• The Great Leap Forward

    The Great Leap Forward
    Mao's Superpower Program, in which he intended for China to become a global arsenal of nuclear weaponry, required assistance from the Soviet Union To pay for this assistance, The Great Leap Forward plan was launched in May 1958. Banking, industry and trade were nationalized, leading to a total elimination of private industry. The Great Leap Forward also resulted in a large crop extraction. This resulted in the creation of 'Sputnik Fields'.
  • People's Daily's Propaganda

    People's Daily's Propaganda
    On June 12, People's Daily wrote that in Henon, a 'Sputnik Co-operative' had produced 1.8 tons of wheat on 1/6 of an acre, which was ten times the norm. Sputnik fields were created by transferring ripe crops to one single artificial plot. This was meant to allow the Chinese to believe that they had a food surplus, which meant that the government could collect more to turn into domestic capital.
  • Embassies in Peking

    Embassies in Peking
    On August 22, over ten thousand Chinese set the British Mission in Peking on fire, trapping British staff inside. This sparked violent assaults against the Russian, Indonesian, Indian, Bumese and Mongolian embassies situated in Peking as well.
  • Launch of Missile

    Launch of Missile
    In October 1966, a missile with an atomic warhead attached was fired 800 km across north-west China. The test's success led to Mao's belief of "the spiritual atomic bomb detonating the physical atomic bomb". One month later, the decision was made that China must possess the entire missile arsenal, including intercontinental missiles within four years.
  • Burmese Bans

    Burmese Bans
    The Burmese government bans Mao's 'Little Red Book', wearing Mao badges and saluting Mao's portrait. The government regarded these practices as defying the country's authority. The ethnic Chinese rebelled against the ban, and the confrontation between them and the government resulted in bloodshed. Mao stated that "it is better if the Burmese government is against us. I hope they break off diplomatic relations with us, so we can more openly support the Burmese Communist Party.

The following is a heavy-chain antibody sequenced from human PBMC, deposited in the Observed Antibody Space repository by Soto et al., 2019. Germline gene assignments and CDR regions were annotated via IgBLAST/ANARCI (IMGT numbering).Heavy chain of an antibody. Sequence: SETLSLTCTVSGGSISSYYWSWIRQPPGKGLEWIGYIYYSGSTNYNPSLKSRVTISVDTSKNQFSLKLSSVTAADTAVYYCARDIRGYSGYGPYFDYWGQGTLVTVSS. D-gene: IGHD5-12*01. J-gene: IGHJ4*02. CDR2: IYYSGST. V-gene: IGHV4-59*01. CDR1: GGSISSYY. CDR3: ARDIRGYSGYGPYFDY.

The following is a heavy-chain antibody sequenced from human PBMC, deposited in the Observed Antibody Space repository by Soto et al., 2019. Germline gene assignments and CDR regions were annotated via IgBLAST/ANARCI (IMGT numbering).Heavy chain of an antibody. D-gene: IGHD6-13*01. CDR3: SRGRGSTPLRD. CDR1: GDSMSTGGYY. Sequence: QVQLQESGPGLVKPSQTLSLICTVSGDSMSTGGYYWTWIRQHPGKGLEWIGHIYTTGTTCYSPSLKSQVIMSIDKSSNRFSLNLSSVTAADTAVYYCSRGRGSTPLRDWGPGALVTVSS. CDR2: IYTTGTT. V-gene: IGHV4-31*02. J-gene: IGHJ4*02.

• Peking disrupts Hong Kong

    Peking disrupts Hong Kong
    Mao believed that instead of taking Hong Kong back by force, he could provoke the British into massacring the Chinese. In 1967, Peking took advantage of a labor dispute, encouraging Hong Kong radicals to intensify violence. During the riots, Hong Kong police killed demonstrators, but colonial authorities refused to apologize. In retaliation, Peking told the radicals to attack policemen. However, they were uable to do so.
  • Infiltration of the Hong Kong Colony and the Bombing Campaign

    Infiltration of the Hong Kong Colony and the Bombing Campaign
    Because the radicals were unable to attack Hong Kong authorities, Mao infiltrated the colony with PLA soldiers, shooting five policemen on July 8. This commenced Peking's 'indiscriminate' bombing campaign, and within the next two months, there had been 160 bombing incidents. The British, instead of being provoked into causing a massacare, collected activists quietly at night.
  • Mao's Foreign Policy

    Mao's Foreign Policy
    With Mao's nuclear program 'riding high', Mao expanded his worldwide promotion of Mao Tse-Tung Thought, making it the first priority in foreign policy.
  • Mao's Views on World Unification

    Mao's Views on World Unification
    In November 1968, Mao expressed his views on world unification to the Australian Maoist leader Hill, saying that "In my opinion, the world nees to be unified... In the past, many, including the Mongols, the Romans... Alexandar the Great, Napolean, and the British Empre, wanted to rule the world. Both the U.S. and the Soviet Union want to unify the world. Hitler wanted to unify the world... but they all failed... In my view, the world can be unified."
  • Mao;s Recogniton

    Mao;s Recogniton
    By the end of the 1960s, Mao had become well recognized in the Western World. His 'Little Red Book' had been studied both by intellectuals as well as students, and Jean Paul Sartre, a French writer and philosopher, "praised the revolutionary violence of Mao as profoundly moral".